I can't say anything before we first express our concerns for the victims and their families and the extended number of victims that are traumatized by today's events.


I came out on the scene today because our current operating procedure is that when an officer is involved in a shooting that the TBI comes out. And I knew that this was a unique case. And I wanted to make sure that everything was handled appropriately.

Director Rausch was out here almost at the exact same time I got here Chief Drake had already been on the scene for a while.

The three of us met and talked about how the investigation was going to be handled. We made a joint decision affirming what the two law enforcement leaders, how they wanted to proceed.

Which was that metro was going to handle the book of this, but the TBI would participate in a capacity to continue with making sure that we have transparency and everything and to make sure that any backup that NPD needs in this continued investigation would be provided.

I cannot stress enough how seamlessly that worked to have a conversation, a decision to be made quickly and appropriately as far as how the case was going to be handled from here.

Hats off to Chief Drake and to Director Rausch.

I also want to thank Chief Swann and our federal partners as well.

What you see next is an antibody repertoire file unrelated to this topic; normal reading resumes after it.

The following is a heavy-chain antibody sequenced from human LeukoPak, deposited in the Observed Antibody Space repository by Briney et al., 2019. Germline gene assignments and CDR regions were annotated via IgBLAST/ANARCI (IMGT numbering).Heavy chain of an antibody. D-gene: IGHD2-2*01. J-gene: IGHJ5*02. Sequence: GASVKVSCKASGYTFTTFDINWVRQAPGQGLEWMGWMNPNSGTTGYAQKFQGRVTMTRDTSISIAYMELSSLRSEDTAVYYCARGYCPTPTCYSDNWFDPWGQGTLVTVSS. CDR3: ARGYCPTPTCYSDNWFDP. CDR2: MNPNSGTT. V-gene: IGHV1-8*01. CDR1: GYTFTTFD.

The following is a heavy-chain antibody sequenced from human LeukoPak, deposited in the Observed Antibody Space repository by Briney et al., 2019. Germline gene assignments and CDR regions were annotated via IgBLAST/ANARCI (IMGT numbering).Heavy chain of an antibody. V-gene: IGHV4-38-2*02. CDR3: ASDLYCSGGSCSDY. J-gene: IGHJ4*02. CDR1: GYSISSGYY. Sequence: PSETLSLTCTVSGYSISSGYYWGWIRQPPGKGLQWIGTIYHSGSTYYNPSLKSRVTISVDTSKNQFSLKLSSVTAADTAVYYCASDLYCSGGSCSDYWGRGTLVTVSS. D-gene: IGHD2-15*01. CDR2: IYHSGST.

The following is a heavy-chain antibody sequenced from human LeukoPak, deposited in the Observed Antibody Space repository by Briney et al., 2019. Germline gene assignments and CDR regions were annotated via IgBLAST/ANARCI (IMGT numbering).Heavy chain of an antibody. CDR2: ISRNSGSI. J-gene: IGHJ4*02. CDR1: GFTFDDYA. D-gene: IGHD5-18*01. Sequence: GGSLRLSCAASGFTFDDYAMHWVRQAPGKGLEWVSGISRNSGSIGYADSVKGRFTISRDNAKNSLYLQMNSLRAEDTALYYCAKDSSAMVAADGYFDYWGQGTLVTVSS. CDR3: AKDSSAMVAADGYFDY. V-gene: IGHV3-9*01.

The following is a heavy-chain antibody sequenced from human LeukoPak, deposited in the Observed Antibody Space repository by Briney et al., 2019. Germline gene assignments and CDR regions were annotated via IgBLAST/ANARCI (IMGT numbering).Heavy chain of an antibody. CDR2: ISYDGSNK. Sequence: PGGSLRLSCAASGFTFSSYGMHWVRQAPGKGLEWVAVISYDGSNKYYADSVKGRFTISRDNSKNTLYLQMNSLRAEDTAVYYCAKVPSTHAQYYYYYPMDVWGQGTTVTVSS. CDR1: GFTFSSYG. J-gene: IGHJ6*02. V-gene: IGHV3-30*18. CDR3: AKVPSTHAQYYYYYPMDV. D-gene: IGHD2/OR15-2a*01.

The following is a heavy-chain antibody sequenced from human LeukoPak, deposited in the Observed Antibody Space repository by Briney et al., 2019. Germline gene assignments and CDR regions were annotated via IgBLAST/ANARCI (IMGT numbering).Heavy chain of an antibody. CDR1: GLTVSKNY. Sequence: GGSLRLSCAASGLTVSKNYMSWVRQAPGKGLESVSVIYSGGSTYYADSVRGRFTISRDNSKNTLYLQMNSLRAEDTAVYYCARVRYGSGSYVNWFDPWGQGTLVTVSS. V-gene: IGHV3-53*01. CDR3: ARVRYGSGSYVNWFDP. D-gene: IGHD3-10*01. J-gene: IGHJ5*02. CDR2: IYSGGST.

While I cannot comment about the ongoing nature of the investigation, I'm really impressed with the work that's being done by law enforcement.


First, let me just say, as everyone else, what a tragic day here in Nashville. So our hearts and prayers do go out to all the family members.

And also the first responders that actually made this call. As always, the fire department and officer emergency management.

Our job is to support and we were here at the beginning, and we'll be here until the end.

We just ask that everyone, again, as was stated earlier about prayer, we ask for that.

And the ongoing support that's needed from our standpoint is to give support in any area that's - that's asked for on the scene.

So again, we thank you. And from this point forward, we'll just continue on with our mission and try to bring some type of closure and resolution.

Thank you.

DRAKE: I anticipate there will be another briefing at or before four o'clock. We will entertain two or three questions at this moment before these gentlemen have to go back to the scene to continue their work.